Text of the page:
Residents in Connecticut’s five largest cities are nearly three times more likely to be hospitalized for asthma – and twice as likely to die from it—as residents in the rest of the state, according to new data from the state Department of Public Health.
The prevalence of state adults reporting asthma has increased from 7.8 percent in 2000 to 9.4 percent in 2009, the most-recent data shows, but it is residents in the five cities—Bridgeport, Hartford, New Haven, Stamford and Waterbury – who bear the brunt of it.
The five largest cities had asthma hospitalization and emergency department rates that were about three times higher than the rest of the state.
This costs more than $17 million in hospitalization charges and $6 million in emergency department visits a year, most of which, according to the state health department, is paid for with public funds, Medicare and Medicaid.
The disparities persist despite an effort launched by the state in 2000 to level and reduce the disease burden. The State Asthma Program works with local health departments to help people with asthma manage their disease, mainly by sending asthma specialists into homes to do environmental assessments and identify asthma triggers.
State public health experts say disparities in asthma are hard to combat because they stem from socioeconomic differences, including access to medical care, health insurance and the condition of housing.
People with low incomes often live in substandard housing in neighborhoods where the air quality is poor. Typically, they don’t have health insurance, which leaves them with limited access to medical care and the professional information they need to manage their asthma.
What frustrates caregivers the most, according to Michael Corjulo, a pediatric nurse practitioner at the Children’s Medical Group, in Hamden, and a certified asthma educator, is that asthma is the single most avoidable cause of hospitalization in Connecticut and other parts of the country, yet it’s the second most common reason for admission.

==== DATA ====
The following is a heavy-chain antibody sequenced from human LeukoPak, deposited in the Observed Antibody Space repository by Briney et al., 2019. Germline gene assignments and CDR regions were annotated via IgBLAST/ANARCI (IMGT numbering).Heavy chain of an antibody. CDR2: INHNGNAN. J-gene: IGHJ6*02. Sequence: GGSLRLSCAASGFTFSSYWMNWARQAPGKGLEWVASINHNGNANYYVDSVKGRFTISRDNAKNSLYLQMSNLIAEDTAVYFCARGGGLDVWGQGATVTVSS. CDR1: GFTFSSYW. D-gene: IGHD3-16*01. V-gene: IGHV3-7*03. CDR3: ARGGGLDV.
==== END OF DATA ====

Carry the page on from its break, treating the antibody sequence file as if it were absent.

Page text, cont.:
“That’s it right there. That sums up the entire disparity,” he said. “There’s no excuse for asthma to go uncontrolled. We have the knowledge and skills to avoid those hospitalizations.”
So what’s the big obstacle? Corjulo said that’s easy. The health care system is not structured to support chronic disease management. He said chronic disease management requires two basic components: patient education and care coordination, neither of which is reimbursed by Medicaid or many private carriers. “That, in a nutshell,” he said, “is the missing link toward sustainable progress.”
He added that while lip service is paid to the importance of preventive medicine, “nobody wants to pay for it.” In the case of asthma, that means that most insurance companies and Medicaid don’t cover patient education for the purpose of disease management. This is a shortsighted answer to budgetary constraints, Corjulo said, because those savings are more than offset by the cost of the acute care that inevitably results when patients don’t know how to manage their illness. “There’s a lot of research clearly showing that we can decrease hospitalizations and emergency room usage through education,” he said. “Those things make a big difference when you look at asthma outcomes.”